In early August, we created a post discussing the issue of food fraud. We spoke of how ISO 22000:2005 Food Safety Management Systems assists organisations in controlling various elements of the Food Supply Chain.
Carte Blanche recently aired a report about a popular South African butcher-chain that has been committing the illegal act of re-labelling food products. This report reinforced the importance of the issues faced by the food industry. Carte Blanche stated that the butcher-chain had been adjusting the sell-by dates on meat products and then proceeded to reshelve them. Risk ZA has decided to explore Food Fraud in further detail, looking into how the implementation of ISO 22000:2005 can curb this frightening reality.
What is Food Fraud?
Food Fraud is the act of purposely altering, misrepresenting, mislabeling, substituting or tampering with any food product, at any point along the farm to fork journey. This can occur in any phase of the process – in the raw material phase; with a particular ingredient in the final food product; or, in the packaging of the food product. Well-known examples of Food Fraud would be Britain’s ‘Horsegate’ scandal in 2013, which exposed that horse meat was being used in a number of products, such as burgers and frozen lasagne. Other examples include honey that has been sweetened with high-fructose corn syrup; fish and chicken injected with brine; and, old, gray olives dipped in copper-sulfate solution to make them look fresh and green.
Food fraud is an intentional deception to consumers through any of the following, and more:
- Dilution or additions to a raw material or food product
- A misrepresentation of the material or food product
- Intentional contamination through use of a variety of chemicals
- A substitution of one product for another
The fraudulent tampering of foods is an issue of global proportions. It is estimated that Food Fraud can cost a legitimate food retailer a staggering R200 billion a year.
How can ISO 22000:2005 curb Food Fraud?
Food Fraud goes beyond the doctoring of ingredients – it can potentially claim lives. In China, powdered baby milk containing melamine lead to fatalities and thousands of infants falling ill.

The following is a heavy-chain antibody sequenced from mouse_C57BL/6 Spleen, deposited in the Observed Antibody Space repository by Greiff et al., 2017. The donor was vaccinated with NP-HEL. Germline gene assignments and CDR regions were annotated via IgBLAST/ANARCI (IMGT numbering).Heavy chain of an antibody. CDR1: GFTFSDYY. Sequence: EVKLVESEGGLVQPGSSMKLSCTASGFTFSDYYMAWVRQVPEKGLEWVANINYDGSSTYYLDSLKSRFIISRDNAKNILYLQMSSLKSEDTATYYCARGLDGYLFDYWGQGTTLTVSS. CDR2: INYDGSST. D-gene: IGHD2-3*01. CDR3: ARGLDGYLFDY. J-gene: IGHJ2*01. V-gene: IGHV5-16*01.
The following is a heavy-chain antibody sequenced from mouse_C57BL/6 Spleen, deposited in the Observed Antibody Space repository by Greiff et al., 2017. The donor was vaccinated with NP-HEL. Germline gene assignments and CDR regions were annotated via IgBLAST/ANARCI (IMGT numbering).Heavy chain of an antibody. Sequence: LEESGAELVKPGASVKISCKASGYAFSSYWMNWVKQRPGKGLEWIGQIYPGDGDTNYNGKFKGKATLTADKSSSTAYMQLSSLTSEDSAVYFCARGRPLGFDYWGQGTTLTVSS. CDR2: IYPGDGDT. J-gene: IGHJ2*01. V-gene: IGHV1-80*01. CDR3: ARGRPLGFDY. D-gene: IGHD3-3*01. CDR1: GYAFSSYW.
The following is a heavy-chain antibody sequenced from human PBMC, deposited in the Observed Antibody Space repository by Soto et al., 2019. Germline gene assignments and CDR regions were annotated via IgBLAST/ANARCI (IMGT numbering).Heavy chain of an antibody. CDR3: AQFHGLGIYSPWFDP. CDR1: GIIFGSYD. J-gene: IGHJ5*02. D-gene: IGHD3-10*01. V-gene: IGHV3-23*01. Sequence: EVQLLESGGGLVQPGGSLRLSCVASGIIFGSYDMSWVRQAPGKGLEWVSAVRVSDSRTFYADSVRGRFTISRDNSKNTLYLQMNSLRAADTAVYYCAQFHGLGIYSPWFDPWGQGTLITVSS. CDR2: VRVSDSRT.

It is for this reason that ISO decided to standardise food safety management requirements, on an international level.
ISO 22000:2005 assists companies in producing safe food and gaining the trust of its customers. The standard assists manufacturers in ensuring food safety, through traceability. It guarantees the origin of ingredients used in the products. ISO 22000:2005 requires transparency in and by organisations as product labelling must be explicit. An ISO 22000:2005 compliant company is committed to meeting high standards of food quality and safety.
ISO 22000:2005 – Food Safety Management Systems, deals directly with the management arrangements that an organisation must implement, in order to demonstrate its ability to control food safety hazards and potential risks. This ensures that products are safe for consumption. Organisations are also assured that their food production methods meet regulatory requirements and satisfy the demand for food quality, food safety and efficiency.
Revision to ISO 22000:2005
According to ISO, users along the supply chain have been facing new food safety challenges, since the first publication of ISO 22000 in 2005 – spurring a need for the standard to be revised.
The changes to this standard follow a similar pattern to that of the new ISO 9001:2015 and ISO 14001:2015 standards. Amongst the major proposed changes are the additions of the new High Level Structure, Risk-based thinking, the PDCA cycle and a clear description of the Operation Process. ISO 22000 was available for public consultation and voting, until 3 July 2017, whilst it existed in Draft International Standard (DIS) stage. It is expected to be released as an Final Draft International Standard (FDIS) version within the year, with the expected publication in June 2018.
The way forward
Whilst ISO 22000:2005 is a revolutionary standard that will assist in curbing the rise of food fraud, we as consumers still have to be vigilant when buying and consuming food products. Carte Blanche’s episode highlighted the need to properly check product’s labels and to confront the appropriate management about any possible food fraud that could be taking place.
Risk ZA offer a variety of courses for individuals and organisations wishing to introduce Food Safety Management systems and/or measures. Amongst our offerings are the following courses:
- Awareness Level 1 English/Zulu/Xhosa
- HACCP and PRPs
- FSSC ISO 22000 Overview of requirements
- Internal and Supplier Auditor, based on ISO 19011
- Developing and Implementing a Food Safety Management System
Visit our website to see more information https://www.riskza.com/training/
Should you wish to understand more about Food Safety Management Systems or any of our courses, please contact our team by emailing firstname.lastname@example.org or by giving us a call on +27 (0) 31 569 5900.